“I hold the right to determine where he is buried. I am the chief of Mvezo, as a traditional leader and the head of the royal house of Mandela,” said Mandla, dressed in a black leather jacket and red shirt.
 
Despite his assertions, many of South Africa's 53 million people believe the exhumations were part of a deliberate plan to ensure Mandela was buried in Mvezo.
 
A convoy of police and funeral vehicles approaches the home of Mandla Mandela, a grandson of ailing former S. African President Nelson Mandela, following a court hearing clearing the way to remove the remains of the former leader's children from his propeA convoy of police and funeral vehicles approaches the home of Mandla Mandela, a grandson of ailing former S. African President Nelson Mandela, following a court hearing clearing the way to remove the remains of the former leader's children from his prope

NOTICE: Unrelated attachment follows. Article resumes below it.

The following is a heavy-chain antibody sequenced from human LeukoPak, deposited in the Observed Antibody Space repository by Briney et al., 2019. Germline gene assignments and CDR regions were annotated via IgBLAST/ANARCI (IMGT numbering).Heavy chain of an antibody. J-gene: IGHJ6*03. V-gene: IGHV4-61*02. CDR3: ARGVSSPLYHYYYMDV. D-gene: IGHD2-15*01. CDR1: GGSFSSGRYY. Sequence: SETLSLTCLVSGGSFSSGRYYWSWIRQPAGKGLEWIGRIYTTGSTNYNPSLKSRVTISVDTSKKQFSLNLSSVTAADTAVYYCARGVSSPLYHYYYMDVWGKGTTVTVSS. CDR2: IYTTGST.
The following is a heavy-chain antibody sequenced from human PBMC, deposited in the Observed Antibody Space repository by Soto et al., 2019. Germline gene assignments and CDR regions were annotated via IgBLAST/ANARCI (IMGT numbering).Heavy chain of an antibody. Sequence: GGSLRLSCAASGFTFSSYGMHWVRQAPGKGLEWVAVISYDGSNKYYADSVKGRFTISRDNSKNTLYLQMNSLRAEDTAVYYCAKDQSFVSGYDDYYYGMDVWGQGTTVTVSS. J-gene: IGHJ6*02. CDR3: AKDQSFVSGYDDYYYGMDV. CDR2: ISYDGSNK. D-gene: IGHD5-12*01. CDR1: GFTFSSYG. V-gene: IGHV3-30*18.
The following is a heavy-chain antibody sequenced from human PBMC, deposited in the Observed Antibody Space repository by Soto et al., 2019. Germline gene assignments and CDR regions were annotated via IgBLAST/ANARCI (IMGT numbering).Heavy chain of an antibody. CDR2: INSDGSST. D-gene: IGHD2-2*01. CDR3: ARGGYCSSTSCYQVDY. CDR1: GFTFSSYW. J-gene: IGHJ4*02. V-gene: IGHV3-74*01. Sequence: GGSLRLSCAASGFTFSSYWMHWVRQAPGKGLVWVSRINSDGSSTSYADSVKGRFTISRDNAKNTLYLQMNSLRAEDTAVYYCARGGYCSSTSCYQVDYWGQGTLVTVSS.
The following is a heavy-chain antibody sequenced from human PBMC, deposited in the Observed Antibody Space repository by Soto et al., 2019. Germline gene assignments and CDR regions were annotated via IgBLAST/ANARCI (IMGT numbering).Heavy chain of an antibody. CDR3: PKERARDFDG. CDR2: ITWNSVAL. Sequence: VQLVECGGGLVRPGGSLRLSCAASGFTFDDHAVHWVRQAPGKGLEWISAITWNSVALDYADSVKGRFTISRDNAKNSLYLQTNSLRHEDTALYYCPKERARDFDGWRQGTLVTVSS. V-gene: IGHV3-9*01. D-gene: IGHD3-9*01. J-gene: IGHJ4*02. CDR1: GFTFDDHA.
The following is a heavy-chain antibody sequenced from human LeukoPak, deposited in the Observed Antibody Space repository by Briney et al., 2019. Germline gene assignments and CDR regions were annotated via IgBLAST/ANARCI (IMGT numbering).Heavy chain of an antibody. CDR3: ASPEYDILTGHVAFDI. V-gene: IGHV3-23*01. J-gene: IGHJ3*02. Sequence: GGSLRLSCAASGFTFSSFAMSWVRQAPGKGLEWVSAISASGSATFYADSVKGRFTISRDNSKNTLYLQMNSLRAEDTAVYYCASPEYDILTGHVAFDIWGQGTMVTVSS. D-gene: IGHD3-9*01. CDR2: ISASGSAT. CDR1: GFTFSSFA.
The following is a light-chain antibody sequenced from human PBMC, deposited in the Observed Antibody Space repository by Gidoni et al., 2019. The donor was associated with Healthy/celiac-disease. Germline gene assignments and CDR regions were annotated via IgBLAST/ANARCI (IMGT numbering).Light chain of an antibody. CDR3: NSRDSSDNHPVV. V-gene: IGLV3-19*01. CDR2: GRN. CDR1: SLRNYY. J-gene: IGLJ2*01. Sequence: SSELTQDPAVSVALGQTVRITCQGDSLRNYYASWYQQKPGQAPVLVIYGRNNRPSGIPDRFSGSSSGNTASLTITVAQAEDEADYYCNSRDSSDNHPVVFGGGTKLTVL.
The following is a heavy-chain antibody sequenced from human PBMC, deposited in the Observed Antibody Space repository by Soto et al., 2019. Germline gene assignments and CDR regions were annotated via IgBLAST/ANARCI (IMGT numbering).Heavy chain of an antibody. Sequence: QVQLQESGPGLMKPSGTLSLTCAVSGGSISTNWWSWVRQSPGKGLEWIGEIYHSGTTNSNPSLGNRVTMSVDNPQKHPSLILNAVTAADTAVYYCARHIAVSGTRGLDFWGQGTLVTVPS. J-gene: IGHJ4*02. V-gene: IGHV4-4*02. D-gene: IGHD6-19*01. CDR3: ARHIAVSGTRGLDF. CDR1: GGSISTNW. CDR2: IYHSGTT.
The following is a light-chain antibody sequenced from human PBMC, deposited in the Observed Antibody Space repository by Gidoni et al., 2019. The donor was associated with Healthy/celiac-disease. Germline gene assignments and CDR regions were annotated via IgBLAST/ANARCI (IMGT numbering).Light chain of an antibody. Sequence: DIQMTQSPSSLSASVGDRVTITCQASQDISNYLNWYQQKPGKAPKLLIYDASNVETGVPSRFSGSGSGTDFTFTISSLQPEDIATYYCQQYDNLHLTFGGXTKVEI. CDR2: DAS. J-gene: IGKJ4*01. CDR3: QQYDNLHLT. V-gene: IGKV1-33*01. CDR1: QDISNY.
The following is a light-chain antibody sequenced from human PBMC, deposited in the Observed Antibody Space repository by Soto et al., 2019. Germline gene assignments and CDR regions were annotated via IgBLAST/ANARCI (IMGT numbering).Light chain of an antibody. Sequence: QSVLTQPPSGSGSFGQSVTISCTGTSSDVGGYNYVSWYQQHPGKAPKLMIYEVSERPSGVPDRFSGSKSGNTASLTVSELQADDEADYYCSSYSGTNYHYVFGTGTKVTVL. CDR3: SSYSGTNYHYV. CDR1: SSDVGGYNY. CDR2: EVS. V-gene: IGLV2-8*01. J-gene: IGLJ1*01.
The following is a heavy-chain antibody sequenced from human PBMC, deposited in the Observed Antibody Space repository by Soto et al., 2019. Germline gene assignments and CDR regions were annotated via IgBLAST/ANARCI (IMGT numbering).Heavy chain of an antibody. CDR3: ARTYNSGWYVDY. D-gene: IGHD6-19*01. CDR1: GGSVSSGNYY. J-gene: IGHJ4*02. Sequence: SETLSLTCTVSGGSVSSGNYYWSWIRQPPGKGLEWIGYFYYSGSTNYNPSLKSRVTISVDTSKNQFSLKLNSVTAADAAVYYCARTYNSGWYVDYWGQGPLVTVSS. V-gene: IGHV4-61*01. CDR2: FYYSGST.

x
A convoy of police and funeral vehicles approaches the home of Mandla Mandela, a grandson of ailing former S. African President Nelson Mandela, following a court hearing clearing the way to remove the remains of the former leader's children from his prope
A convoy of police and funeral vehicles approaches the home of Mandla Mandela, a grandson of ailing former S. African President Nelson Mandela, following a court hearing clearing the way to remove the remains of the former leader's children from his prope
Last week, a rival faction of the family, led by Mandla's aunt Makaziwe and including Mbuso, won a court order for the bodies to be returned to Qunu - an edict carried out late on Wednesday after a last-minute legal bid by Mandla failed.